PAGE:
Charles Matthews's Reviews > Lost Illusions

Lost Illusions by Honoré de Balzac
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Jun 22, 10

Read in June, 2010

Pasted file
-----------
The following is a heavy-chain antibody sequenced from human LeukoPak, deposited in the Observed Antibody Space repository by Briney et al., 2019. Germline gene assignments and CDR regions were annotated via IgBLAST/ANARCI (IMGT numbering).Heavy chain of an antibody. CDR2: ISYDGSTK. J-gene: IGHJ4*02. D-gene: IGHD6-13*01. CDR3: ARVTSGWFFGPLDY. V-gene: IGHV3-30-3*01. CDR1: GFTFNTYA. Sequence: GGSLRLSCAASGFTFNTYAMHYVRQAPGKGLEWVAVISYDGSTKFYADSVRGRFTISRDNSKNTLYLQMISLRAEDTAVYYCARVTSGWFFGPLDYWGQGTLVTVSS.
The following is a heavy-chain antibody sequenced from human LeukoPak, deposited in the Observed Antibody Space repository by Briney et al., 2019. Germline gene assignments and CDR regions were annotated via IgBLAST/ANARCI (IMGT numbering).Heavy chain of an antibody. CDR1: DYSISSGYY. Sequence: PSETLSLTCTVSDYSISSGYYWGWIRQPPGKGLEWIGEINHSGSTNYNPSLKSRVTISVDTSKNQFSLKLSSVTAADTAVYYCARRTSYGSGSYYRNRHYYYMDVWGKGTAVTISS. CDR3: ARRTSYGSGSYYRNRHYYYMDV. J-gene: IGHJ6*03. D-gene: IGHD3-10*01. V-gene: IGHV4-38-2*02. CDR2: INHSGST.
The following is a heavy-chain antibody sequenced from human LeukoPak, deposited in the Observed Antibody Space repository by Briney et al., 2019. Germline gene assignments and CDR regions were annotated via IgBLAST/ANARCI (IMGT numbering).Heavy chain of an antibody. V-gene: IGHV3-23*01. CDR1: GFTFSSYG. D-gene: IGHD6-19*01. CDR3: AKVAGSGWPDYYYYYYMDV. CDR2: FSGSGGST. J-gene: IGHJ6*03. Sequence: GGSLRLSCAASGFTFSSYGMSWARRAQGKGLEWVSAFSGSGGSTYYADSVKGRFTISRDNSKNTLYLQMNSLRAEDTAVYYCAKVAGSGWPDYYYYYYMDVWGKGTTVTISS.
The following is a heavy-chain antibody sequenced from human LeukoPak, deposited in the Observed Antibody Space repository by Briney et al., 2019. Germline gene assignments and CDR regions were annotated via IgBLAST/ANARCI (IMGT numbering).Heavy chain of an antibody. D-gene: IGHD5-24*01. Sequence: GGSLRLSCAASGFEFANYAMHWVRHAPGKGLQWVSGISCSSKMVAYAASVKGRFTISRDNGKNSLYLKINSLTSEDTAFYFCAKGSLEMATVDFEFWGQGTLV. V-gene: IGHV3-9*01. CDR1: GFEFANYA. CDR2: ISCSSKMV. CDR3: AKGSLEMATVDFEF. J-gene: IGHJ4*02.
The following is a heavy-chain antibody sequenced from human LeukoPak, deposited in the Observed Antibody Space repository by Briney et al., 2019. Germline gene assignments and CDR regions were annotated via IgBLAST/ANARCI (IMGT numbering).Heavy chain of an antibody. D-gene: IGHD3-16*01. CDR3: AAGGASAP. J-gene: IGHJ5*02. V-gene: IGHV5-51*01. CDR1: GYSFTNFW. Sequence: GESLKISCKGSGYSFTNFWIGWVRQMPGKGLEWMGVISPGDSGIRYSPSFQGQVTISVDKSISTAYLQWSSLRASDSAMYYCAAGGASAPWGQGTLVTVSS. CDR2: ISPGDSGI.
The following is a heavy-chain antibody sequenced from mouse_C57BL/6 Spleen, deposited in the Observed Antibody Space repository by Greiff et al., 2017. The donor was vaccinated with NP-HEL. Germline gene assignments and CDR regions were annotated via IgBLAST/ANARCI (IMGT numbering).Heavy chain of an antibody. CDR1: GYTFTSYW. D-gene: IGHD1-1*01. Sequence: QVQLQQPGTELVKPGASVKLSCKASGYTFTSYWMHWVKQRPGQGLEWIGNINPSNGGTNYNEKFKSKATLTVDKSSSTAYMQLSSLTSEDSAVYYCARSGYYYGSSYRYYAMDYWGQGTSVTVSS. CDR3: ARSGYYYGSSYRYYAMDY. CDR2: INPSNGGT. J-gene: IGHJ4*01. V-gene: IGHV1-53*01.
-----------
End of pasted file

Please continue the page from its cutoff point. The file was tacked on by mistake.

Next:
First off, Herbert J. Hunt's translation, which was first published in 1971, is exceptional, not so much because of accuracy -- to which I can't speak -- but because of its extraordinary readability. It has the feel of an early 19th century novel, which of course it is, though some translators believe that everything must be turned into a more contemporary idiom. The chief deficiency of the edition is the comparative lack of footnotes to clue the reader into Balzac's allusions to French history and social customs. A little more ongoing explanation of the financial and legal terms used in the novel would be welcome too -- the plot hinges on debtors and creditors, and although Balzac devotes some chapters to explaining the legal and financial background, his explanations need some explaining. Still, this is the kind of novel in which you feel the pulse of the characters -- they become alive to you. And although the ending, especially where Lucien is concerned, feels more like a moral fable -- the poet who sells his soul to the devil -- than a novel, and like a segue into other novels in the Comédie humaine, it satisfactorily rounds things off for most of the characters. And you sure do learn a lot about printing and paper-making (not to mention social-climbing) in early 19th-century France.
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